Gel Jail

1206566086625250088Anonymous_pen_pencil_3.svg.hiWhile on a client site recently, I was asked to assist with some drawing changes.  I dutifully printed out the change request form, grabbed a pen out of the organizer on my desk, and began to populate the fields.  As soon as I had written the first few numbers, I could see a problem.  I studied the paper again, scrutinized the pen, and groaned.  Through the transparent barrel of the pen, I could see clear fluid sitting atop the pigment.  Rookie error… GEL PEN.  I threw the form in the shredder bin and silently gave thanks that it wasn’t “ORIGINAL DATA” that I had been documenting.  I studied my pen collection, and scribble tested all of them. Every. Single. One.  Those that didn’t appear to be the standard ball point ink went right into a separate cup, along with my pencils and highlighters.  In my mind, I called that cup “gel jail”.

That night, curiosity got the better of me, because although I knew that gel pens were “verboten”, I wasn’t positive as to why.  I’ve even had colleagues who triggered a deviation for using one. Every company that has a “Good Documentation Practices” SOP will instruct the reader to complete records in “indelible ink”.  Some will even go as far as saying “never use water-soluble ink.” And there was my answer, confirmed by Mr. Google.  Gel pen ink is water soluble.  And guess what substance is used in every facet of our industry, from media make-up to CIP?  You guessed it…water.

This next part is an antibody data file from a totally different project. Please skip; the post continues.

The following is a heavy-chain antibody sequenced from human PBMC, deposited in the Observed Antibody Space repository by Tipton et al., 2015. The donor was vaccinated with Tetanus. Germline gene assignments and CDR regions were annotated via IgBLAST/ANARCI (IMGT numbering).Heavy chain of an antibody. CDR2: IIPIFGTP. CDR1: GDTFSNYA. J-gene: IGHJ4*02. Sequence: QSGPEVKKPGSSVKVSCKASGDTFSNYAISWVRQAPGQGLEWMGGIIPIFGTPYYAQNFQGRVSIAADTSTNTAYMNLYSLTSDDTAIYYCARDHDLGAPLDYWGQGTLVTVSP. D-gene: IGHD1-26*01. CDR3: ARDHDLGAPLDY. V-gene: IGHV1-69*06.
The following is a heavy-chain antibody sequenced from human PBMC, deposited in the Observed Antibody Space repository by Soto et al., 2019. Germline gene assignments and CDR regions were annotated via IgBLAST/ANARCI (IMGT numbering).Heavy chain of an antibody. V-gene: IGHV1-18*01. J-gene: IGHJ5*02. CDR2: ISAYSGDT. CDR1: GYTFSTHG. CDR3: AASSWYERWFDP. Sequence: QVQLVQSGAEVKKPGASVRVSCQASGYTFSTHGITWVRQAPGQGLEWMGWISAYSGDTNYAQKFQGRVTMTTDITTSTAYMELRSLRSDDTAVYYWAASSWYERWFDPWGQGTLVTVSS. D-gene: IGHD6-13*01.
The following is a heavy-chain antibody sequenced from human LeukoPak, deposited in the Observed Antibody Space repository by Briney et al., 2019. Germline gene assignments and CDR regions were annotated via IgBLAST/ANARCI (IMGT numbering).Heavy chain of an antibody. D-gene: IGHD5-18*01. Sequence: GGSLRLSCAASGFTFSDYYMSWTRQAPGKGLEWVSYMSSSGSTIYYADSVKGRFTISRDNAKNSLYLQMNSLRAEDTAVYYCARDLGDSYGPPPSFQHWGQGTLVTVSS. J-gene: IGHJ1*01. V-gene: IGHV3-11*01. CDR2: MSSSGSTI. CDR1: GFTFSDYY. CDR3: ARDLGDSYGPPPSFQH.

Time for some kitchen table science, inspired by an experiment in chromatography from my college chemistry class.

I grabbed all of thepen1 pens I could find in my bag.  Based on the logos, I know some of them were acquired from exhibitor tables at various industry events.   I fished a coffee filter out of the cabinet and cut it into strips.  I scribbled a heavy circle on one end of each strip, then placed the edges of the strips in a juice glass of water.  Then I waited.  Soon enough, capillary action took over and the water was drawn up the paper.  When it hit the ink spots…I understood.  Some of the spots bled like crazy, while others were unmoved.

pen2In the spirit of thorough science, I spritzed alcohol based hand sanitizer (also acquired from an exhibitor) on the “indelible” ones and confirmed what everyone who has ever gotten ink on their shirt already knows…alcohol is a good ink solvent.

So as a friendly reminder: check your pens, your most critical tool, for suitability.

 Written By: Victoria Hayes, Consultant III


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